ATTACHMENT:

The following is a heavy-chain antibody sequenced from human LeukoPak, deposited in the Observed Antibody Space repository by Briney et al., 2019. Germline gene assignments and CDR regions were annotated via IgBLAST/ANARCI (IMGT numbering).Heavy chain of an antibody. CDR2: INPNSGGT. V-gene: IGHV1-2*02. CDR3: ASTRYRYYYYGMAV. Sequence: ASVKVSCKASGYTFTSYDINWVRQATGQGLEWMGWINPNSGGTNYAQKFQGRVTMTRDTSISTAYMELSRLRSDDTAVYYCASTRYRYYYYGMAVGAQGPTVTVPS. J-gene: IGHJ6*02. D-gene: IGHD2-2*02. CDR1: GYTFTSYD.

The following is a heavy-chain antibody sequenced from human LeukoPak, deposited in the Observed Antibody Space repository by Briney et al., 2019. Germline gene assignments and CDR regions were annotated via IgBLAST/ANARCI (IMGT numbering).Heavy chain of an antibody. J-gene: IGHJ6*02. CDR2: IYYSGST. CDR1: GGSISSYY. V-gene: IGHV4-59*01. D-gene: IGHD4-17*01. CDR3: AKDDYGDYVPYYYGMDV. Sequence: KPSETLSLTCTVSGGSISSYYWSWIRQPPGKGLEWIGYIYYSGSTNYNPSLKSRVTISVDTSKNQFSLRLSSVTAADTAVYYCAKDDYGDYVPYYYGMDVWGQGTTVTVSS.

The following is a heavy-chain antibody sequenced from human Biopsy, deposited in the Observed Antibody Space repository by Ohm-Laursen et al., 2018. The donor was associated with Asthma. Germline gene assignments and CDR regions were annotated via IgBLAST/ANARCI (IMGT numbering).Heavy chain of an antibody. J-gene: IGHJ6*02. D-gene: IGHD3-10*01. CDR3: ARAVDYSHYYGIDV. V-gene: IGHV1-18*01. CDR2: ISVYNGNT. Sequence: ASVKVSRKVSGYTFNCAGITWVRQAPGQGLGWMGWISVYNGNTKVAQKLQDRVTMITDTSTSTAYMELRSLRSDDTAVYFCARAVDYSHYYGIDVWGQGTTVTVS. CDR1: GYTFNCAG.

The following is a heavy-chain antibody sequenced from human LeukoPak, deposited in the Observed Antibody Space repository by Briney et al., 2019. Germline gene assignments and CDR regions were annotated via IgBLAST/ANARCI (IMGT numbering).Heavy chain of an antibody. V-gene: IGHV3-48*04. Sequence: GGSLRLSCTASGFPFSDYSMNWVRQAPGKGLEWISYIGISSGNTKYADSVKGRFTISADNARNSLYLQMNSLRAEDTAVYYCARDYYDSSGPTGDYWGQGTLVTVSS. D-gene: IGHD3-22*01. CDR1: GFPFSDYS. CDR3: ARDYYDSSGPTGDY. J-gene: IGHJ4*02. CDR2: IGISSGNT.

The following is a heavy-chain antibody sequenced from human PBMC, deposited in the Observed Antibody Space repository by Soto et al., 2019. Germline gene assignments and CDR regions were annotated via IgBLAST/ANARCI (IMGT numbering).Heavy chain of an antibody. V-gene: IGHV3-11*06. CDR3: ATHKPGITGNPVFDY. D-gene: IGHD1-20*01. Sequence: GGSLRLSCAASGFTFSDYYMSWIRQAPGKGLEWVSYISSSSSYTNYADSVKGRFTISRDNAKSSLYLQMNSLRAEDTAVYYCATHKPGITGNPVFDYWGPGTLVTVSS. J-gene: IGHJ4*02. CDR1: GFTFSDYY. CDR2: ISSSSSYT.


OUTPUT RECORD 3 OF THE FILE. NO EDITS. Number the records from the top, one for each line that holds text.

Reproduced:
The following is a heavy-chain antibody sequenced from human Biopsy, deposited in the Observed Antibody Space repository by Ohm-Laursen et al., 2018. The donor was associated with Asthma. Germline gene assignments and CDR regions were annotated via IgBLAST/ANARCI (IMGT numbering).Heavy chain of an antibody. J-gene: IGHJ6*02. D-gene: IGHD3-10*01. CDR3: ARAVDYSHYYGIDV. V-gene: IGHV1-18*01. CDR2: ISVYNGNT. Sequence: ASVKVSRKVSGYTFNCAGITWVRQAPGQGLGWMGWISVYNGNTKVAQKLQDRVTMITDTSTSTAYMELRSLRSDDTAVYFCARAVDYSHYYGIDVWGQGTTVTVS. CDR1: GYTFNCAG.